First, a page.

Tilda Swinton is all too often noticed only for her role as the Snow Queen in the Narnia films. Others will know her for her award-winning roles in ‘The Deep End’ and ‘Michael Clayton’. Yet, behind Swinton’s mainstream success are a series of under appreciated art-house and independent films:
Almost ten years after she graduated from Cambridge; Orlando wasn’t Swinton’s first film by far, but it saw her maturing as an artist into someone with an individual style. It was also the first film which emphasized her androgynous tendencies.
The film, directed by Sally Potter, was based on Virginia Woolf’s novel. Orlando follows the story of a prince who spontaneously changes genders literally overnight. Swinton’s acting (she plays the title role), reflects the intense, raw state of Woolf’s stream of consciousness prose. Poetic license didn’t need to be taken by the director, as the book is already extremely poetic, and openly ready for visual reinterpretation. However Potter still managed to cover new ground with her hazy shots of Uzbekistan and received a limited but positive critical response.
Despite its obscurity Orlando was definitely a milestone in Swinton’s career and shows her early dedication to imaginative and independent film.
Possible Worlds is a humanistic and complex piece of science fiction. It was directed by creative polymath Robert Lepage, and is therefore predictably high concept. The film also resonates with the eerie and bizarre qualities of ‘Twin Peaks’: an incredibly open minded FBI officer and a multitude of parallel universes.
Possible Worlds manages to be surreal but not silly, though some parts are more absurd than others (wired up and dismembered brains are a definite motif). It does feature some very bad acting alongside the good, yet Swinton manages throughout to bring the various versions of her characters tenderly to life.
Young Adam is a vital, brutal film. It follows life on the canals of the River Clyde; focusing on a hardy family, full of decrepit secrets. As Young Adam goes on, the story twists through murder, adultery and false accusations of both. Along with the plot, the atmosphere of the film and its refusal to have a moral compass creates a world that is laden with a sense of weary truth. This numbed but sturdy moral bankruptcy brings to mind the writing of Kafka or Camus.
Although the role of protagonist is firmly held by Ewan McGregor; Swinton’s character – Ella Gault – is at the centre of the story. Ella is the only character that can see through the other character’s chilly exteriors to what they really are. This should be a valuable skill in a world so full of deception and fluent liars, but instead it only proves to be a burden.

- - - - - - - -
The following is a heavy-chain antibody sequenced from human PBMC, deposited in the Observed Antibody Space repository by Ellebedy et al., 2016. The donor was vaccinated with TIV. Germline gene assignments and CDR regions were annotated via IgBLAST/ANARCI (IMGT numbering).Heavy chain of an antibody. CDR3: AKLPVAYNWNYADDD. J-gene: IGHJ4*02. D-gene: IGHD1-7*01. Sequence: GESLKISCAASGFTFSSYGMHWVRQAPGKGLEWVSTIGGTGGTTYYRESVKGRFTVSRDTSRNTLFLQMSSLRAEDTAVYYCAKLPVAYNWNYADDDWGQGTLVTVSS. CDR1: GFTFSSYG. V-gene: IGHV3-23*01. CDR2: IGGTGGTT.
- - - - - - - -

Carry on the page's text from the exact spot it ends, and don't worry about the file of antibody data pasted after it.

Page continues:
For this awkwardly brilliant thriller, Swinton reprises her defiant possession of the main character. As the title suggests the film is all about Julia: a woman seemingly fuelled entirely by a plethora of drugs and alcohol.
Creating the neurotic force behind Julia, leads Swinton down a new acting path. The character is definitely as eccentric as almost all of Swinton’s other roles, yet she is also brash and outgoing, to an extent that verges on delusional, in a way that Orlando and Ella Gault would have been incapable of. If anything this new brand of Swinton, solidifies the view of her skills as a well-rounded actor.
In I am Love Swinton takes advantage of her mature years and acting experience to play a dominant matriarchal figure. She also took the opportunity to produce the film alongside director Luca Guadagnino, over an elongated eleven-year development period.
Again all of Swinton’s powers as an actress are made use of, to bring to life a complex character that carries much of the action of the film on her back. This is especially impressive as Swinton had to learn a foreign language to act in the Italian production.
I am Love is a film rich with raised aesthetics. The fine costumes, architecture and countryside are all shot with a brilliance of atmosphere and contrasts.
Based on the book by Lionel Shriver, We Need to Talk About Kevin is not only daring enough to approach the harrowing subject of a teenage mass murderer; it also sets itself the challenge of examining that mass-murderer’s development right from being a baby. Accusations fly against Kevin’s mother as the film illustrates the nature-vs-nurture debate in the most depraved way possible.
Swinton’s character – Eva Khatchadourian – is the only voice we hear from in the book, and remains the jagged dual root of empathy and hatred in the film. Eva holds the plot together whilst her son Kevin tries his best to destroy it along with the rest of the world. However it is inescapable that as the mother of a mass murderer (even a fictional one), Eva is the target of an odd mixture of extreme feelings from the audience. It is a tribute to Swinton’s impressive mastery of acting that she manages to orchestrate this tirade of quickly switching reactions that range from outright hatred to considerable sympathy throughout the duration of the film. Each individual viewer will see something different in interpretation of Eva. This is what makes Shriver’s piercing novel so overwhelming; and Swinton carries it into the film with almost creepy ease.
I’m not a massive fan of ‘Only Lovers Left Alive’ but the other film Swinton has been in recently ‘The Grand Budapest Hotel’ is bright, witty and wonderfully absurd. Wes Anderson’s films always bring a colourful and cheery approach to life; without ignoring horrific worldwide issues. Swinton only appears briefly as part of a long roll-call of other famous faces, but she brings enough of herself into her role as an extravagant eighty-six year old to be memorable.